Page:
Lyme disease can cause pain as the bacteria Borrelia burgdorferi invades the joints and muscle tissue throughout the body and causes inflammation and tissue damage. This type of pain can be debilitating and severely limit quality of life. While there are many types of traditional pain medications available, there are a growing number of people who do not want to use traditional pain medication because of the side effects and potential for overdose.
Some have found alternative supplements to be helpful for controlling pain, and there is a growing body of information available online (see resources listed below) from which you will be able to make informed decisions regarding those supplements that might help you with pain. Following are some supplements currently being tried for pain management:
1. Turmeric—The active ingredient in turmeric is curcumin, and it supports the body in decreasing inflammation, which can help to reduce pain. It is available in 500 mg capsules and is generally taken 2-4 times per day. It is also available in a tea or root preparation, which can be used in food preparation. Always check with your MD or pharmacist regarding potential drug interactions that can occur with turmeric.
2. Omega-3 Fatty Acids—Omega-3 fatty acids can be useful in supporting the body to decrease inflammation, pain, and swelling. Fish oil capsules are a good source of omega-3’s and are usually taken in divided doses of 1000-3000 mg per day. Be sure to take fish oil supplements that contain both EPA and DHA, which are commonly considered the most essential fatty acids.
3. Devil’s claw—This supplement’s active ingredient is “harpagoside,” and it can help support the body in decreasing muscle and joint pain. It is usually taken daily in 30-100 mg capsules. There are some medications that shouldn’t be used with Devil’s claw, so be sure to check with your MD or pharmacist regarding interactions that may occur when this supplement is taken with medications. (Some Lyme practitioners also use cat’s claw for pain, which is usually taken in 60-100 mg capsules and has the same precautions listed above.)
4. B Vitamins—B vitamins support the body’s natural processes by helping repair DNA in the cells. Whole B-Vitamin complex capsules are usually taken (50 mg tablet) once daily with food and will provide the body with thiamin, riboflavin, niacin, pantothenic acid, vitamin B6, biotin, folic acid, and vitamin B12. If you have low blood levels of a specific B-vitamin listed above, your physician may order a higher dose and will probably want to continue monitoring your blood levels on a regular basis.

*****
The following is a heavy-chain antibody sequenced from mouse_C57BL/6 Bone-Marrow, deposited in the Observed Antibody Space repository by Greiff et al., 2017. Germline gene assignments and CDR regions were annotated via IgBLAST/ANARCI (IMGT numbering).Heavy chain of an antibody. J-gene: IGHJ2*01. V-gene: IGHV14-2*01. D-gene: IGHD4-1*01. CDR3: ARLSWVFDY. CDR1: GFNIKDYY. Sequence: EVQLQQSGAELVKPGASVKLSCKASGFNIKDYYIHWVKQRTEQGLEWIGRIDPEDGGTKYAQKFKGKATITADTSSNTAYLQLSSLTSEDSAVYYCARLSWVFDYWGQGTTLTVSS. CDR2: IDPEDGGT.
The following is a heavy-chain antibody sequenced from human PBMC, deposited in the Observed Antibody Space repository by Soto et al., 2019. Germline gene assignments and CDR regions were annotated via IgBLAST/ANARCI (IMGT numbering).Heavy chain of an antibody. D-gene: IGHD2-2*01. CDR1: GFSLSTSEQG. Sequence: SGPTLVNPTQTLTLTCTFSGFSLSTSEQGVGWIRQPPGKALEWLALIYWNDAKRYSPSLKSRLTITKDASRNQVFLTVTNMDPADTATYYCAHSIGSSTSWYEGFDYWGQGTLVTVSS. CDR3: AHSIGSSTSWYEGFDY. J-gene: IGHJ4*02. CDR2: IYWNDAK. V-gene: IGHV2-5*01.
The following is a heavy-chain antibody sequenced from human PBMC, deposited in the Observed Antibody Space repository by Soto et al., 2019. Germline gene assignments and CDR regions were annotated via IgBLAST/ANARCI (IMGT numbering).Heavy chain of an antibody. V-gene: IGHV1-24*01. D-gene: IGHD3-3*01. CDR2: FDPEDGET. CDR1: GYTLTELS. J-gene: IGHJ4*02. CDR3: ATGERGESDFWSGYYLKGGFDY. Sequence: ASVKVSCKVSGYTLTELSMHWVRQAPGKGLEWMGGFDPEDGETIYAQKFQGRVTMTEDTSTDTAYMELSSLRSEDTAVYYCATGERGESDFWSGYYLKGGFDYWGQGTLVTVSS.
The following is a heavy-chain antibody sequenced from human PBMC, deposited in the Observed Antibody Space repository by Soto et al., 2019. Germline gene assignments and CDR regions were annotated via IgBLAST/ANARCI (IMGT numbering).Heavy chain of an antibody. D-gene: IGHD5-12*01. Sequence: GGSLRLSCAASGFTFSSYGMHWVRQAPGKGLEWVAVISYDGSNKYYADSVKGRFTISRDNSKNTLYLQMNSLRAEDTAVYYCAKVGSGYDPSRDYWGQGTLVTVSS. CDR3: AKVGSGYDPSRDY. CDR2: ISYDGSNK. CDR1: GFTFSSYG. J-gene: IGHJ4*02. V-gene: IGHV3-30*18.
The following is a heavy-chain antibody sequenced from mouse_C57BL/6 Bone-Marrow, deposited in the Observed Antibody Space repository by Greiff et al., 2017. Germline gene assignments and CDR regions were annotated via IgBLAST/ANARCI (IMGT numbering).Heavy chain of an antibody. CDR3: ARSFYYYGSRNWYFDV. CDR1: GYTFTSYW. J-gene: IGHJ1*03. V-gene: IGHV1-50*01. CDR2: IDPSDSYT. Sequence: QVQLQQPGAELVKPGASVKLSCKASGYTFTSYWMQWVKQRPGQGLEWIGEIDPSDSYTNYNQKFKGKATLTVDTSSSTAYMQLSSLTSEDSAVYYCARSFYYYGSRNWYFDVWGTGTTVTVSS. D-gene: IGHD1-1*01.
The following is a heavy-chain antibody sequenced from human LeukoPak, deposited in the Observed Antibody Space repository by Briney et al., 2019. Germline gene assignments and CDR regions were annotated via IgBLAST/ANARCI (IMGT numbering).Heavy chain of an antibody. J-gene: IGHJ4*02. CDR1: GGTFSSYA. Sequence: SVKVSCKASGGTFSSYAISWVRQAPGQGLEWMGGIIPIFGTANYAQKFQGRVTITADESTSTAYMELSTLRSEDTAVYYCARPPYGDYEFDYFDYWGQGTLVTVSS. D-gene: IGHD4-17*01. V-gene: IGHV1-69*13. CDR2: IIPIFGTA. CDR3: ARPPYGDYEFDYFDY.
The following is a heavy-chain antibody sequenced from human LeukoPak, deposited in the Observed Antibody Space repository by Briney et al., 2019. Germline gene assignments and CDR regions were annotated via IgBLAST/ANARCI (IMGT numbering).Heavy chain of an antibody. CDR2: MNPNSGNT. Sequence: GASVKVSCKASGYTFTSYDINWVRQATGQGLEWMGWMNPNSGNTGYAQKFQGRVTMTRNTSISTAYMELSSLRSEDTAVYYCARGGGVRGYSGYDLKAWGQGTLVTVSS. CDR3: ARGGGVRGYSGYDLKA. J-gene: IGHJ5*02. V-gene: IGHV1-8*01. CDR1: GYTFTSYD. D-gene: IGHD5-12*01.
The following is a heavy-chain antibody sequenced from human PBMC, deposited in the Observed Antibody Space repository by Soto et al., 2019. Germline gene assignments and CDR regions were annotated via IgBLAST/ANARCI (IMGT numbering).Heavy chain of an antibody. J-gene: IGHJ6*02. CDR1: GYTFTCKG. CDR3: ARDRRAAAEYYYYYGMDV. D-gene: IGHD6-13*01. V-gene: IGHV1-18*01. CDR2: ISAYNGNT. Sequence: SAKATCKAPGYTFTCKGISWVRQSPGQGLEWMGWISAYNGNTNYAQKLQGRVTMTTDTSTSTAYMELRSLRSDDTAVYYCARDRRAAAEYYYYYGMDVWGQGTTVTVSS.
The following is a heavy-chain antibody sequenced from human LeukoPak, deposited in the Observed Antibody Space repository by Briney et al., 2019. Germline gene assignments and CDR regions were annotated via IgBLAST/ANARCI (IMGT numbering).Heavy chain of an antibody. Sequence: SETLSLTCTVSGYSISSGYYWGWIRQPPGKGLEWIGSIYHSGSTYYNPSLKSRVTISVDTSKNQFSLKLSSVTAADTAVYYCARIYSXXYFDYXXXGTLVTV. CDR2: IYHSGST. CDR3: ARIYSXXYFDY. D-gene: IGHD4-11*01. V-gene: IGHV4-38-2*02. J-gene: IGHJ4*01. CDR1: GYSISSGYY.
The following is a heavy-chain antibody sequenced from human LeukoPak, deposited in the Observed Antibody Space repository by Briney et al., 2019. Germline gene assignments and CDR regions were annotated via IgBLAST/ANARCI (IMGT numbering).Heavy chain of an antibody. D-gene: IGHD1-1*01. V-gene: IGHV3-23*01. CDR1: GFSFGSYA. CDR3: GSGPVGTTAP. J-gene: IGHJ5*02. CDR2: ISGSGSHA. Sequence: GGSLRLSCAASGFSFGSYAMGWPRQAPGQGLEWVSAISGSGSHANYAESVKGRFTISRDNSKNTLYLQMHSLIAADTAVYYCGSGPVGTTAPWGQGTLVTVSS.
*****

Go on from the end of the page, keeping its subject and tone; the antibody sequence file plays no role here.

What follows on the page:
5. Magnesium—This vitamin supports the body in relieving pain by relaxing muscles, which can help increase blood flow, oxygen, and nutrients to the muscles. It is available in supplements of varying dosages from 400-1000 mg, which are usually taken 1-3 times per day. In large doses, magnesium can cause diarrhea, which can be relieved by reducing the total dose. Dr. Stephen Buhner (Bunherhealinglyme.com) uses Calcium 3000 mg and Magnesium 900 mg (separately) daily to help with pain caused by muscle spasms.
6. Probiotics—Probiotics support the body by helping to restore healthy bacteria in the gut, which can help rid the gut of toxins that contribute to generalized inflammation and chronic pain. These come in a variety of strengths in capsule and suppository form, and are also found in yogurt. A usual dose is 10 billion CFU’s daily.
7. Vitamin D—Dr. J.J. Burrascano, Jr. uses Vitamin D supplements to help with muscle cramps and pain not relieved by magnesium and calcium. His online protocol starts at 2000-4000 IU daily for several weeks, then decreases to a maintenance dose based on Vitamin D blood levels. Prolonged supplementation should be closely monitored by a physician, as vitamin D can become toxic when taken at high doses for long periods of time. (See more information below regarding fat-soluble vitamins.)
8. Vitamin C—This vitamin is used by Dr. J.J. Burrascano, Jr., MD, for those who are experiencing joint pain that is common with Lyme. He uses it initially in divided doses of 1000-6000 mg daily, unless gastrointestinal symptoms necessitate reducing the dosage.